In a joint venture with the manager of the .jobs domain, DirectEmployers has launched the first of what might become tens of thousands of new geographically and occupationally focused job boards all sharing a .jobs extension.
The new sites, identical in design and structure, made their appearance earlier this month. Among them are Atlanta.jobs, Boston.jobs, Mexico.jobs, and India.jobs.
“We just started pushing them out,” says Chad Sowash, VP of business development for DirectEmployers, a non-profit HR consortium, that has recruiting as its focus. Among its services is the Job Central job board, to which members can post jobs without additional fee.
“It’s a new playing field,” Sowash adds. “What this is going to do is allow thousands more, perhaps tens of thousands more” sites where job seekers can look for jobs.
Assuming job seekers ever become aware of the existence of a domain offering only jobs and career information, then those looking for opportunities in a specific geography — Atlanta, for example — need only enter that area and the extension .jobs. Those looking for an occupation-specific opportunity enter the title and the .jobs extension.
Members of the DirectEmployers consortium can request the creation of any site name they think will be of benefit, said Sowash, suggesting an oil company might want to use refinery.jobs for its openings.
“It won’t belong to any company, but if a company wants us to offer a name, we can. The registrar isn’t selling these domains. They still have them,” Sowash explained. “We can light up every combination someone can think of.”
Tom Embrescia, CEO of Employ Media, the administrator and manager — registrar, in Internet parlance — of the .jobs domain, said the venture with DirectEmployers is a “great way to see what the world wants.”
The domain — technically a sponsored top-level domain — was pitched to the Internet Corporation for Assigned Names and Numbers (ICANN) by Employ Media and its partner the Society for Human Resource Management. The proposal, approved in 2005, argued that a .jobs extension would make it easy for job seekers to find the career site of individual companies and would provide a modicum of protection against scam job postings.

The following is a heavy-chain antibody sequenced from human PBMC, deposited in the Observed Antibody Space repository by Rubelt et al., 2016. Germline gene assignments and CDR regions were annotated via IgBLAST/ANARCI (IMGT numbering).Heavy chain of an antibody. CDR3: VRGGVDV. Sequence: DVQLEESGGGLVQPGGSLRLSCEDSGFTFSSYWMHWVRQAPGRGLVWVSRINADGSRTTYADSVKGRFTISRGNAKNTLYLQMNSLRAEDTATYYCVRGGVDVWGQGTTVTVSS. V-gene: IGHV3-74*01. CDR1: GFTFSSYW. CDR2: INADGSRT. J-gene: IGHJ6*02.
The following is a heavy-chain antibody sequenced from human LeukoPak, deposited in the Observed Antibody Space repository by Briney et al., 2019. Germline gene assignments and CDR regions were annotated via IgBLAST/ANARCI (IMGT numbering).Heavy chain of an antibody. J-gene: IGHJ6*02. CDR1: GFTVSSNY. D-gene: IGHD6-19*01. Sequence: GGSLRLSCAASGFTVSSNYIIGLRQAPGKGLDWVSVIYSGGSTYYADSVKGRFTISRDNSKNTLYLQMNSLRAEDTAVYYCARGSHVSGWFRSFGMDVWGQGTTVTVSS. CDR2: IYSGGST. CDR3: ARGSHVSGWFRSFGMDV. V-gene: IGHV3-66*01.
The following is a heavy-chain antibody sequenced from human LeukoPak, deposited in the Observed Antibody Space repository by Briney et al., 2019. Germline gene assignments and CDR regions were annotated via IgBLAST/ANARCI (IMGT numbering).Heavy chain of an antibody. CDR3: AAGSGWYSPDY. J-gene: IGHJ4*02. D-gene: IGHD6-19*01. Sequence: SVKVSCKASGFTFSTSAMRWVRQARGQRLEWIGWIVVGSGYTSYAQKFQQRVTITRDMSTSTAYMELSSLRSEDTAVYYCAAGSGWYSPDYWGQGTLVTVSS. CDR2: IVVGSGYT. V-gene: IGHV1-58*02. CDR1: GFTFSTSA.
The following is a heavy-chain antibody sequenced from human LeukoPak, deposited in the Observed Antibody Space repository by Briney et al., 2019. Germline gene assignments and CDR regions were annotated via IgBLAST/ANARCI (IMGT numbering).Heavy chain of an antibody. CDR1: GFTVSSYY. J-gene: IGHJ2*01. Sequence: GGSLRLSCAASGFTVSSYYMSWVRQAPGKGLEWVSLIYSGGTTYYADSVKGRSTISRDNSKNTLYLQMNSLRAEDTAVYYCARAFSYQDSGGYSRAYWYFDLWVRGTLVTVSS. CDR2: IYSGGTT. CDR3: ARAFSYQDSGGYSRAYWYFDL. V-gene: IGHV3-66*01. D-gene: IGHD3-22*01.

Companies could only get a .jobs address by using the company name and by pledging to adhere to the SHRM code of ethics.
Although about 15,000 companies signed up for the .jobs address, job seekers are largely unaware of its existence. As a consequence, most .jobs addresses get little traffic.
Building sites on the “reserved” occupational and geographic addresses, says Embrescia, is a marketing experiment. “It’s a beta test,” he says, explaining later in the conversation, “We need to build consumer awareness that these (addresses) exist.”
Besides providing the technology to power the job boards, DirectEmployers’ dozens of Fortune 500 and 1000 members will be encouraged to promote them. “Now I’ve got Fortune 1000 companies working,” Embrescia beamed.
Besides members of DirectEmployers, other firms with a .jobs domain address will also be able to post their jobs to the new sites.
For member companies posting jobs to Job Central, the additional placement on geographic and occupational sites will be automatic, Sowash told me. They are also likely to get a premium posting position.
Non-members, who own a .jobs address, might have to post their jobs manually or pay a fee for automation.
Others who want to post to these sites might have to pay a posting fee, or have some other limitation.
“The rules haven’t been hammered out,” says Sowash. There’s also a 40-company advisory group providing input on site names, practices, and feedback on the design and functionality of the job boards, which, Sowash is quick to point out, don’t look like job boards. “These are not going to look like your father’s job board,” he vows.
I asked Sowash whether he and DirectEmployers expected push back or opposition to its exclusive deal with Employ Media. “Yeah,” he acknowledged, “we’ll probably hear from some people who are not too happy.” But he didn’t anticipate resistance from the job boards, most of whom are struggling in the economy and couldn’t take on a project of this magnitude.
Bob Etheridge, a co-founder of JobCircle and a former VP of another job board, GettheJob, says he suspects “job board owners are walking the fence, trying to determine are they friends or are they foes.”
There’s suspicion now that Employ Media is not only a names registrar, but “they are getting in the publisher business.”
Those quoted here and others who talked with me either for background or anonymously all supported DirectEmployers for its aggressiveness and initiative.
DirectEmployers approached Employ Media with a proposal almost a year ago, but Embrescia said he wasn’t ready then. Conversation resumed about the time Embrescia publicly floated the idea of selling off the reserved names.
“They had a good plan and when we were ready we talked with them,” Employ Media’s Embrescia said. Their facility with the technology, flexibility, and non-profit status, and their enthusiasm were convincing factors.
Still, a top executive with a leading job board who asked not to be named, said he initially was upset over the lack of openness in the process of developing the joint venture. Now, though, he doubts the new sites will do anything more than simply add to the already cluttered job board environment.
Coming at it from a different perspective, Gerry Crispin, CareerXroads co-founder and a leading recruitment consultant, complained that the latest turn means an end to “the embedded, implied promise” that all the jobs on a .jobs site would be legitimate and are those of the company whose name appeared before the extension.
“It no longer has the same aspirational goals,” laments Crispin, a member of the original SHRM advisory group that supported the .jobs creation. “It’s still milk, but there’s no guarantee it’s pasteurized.”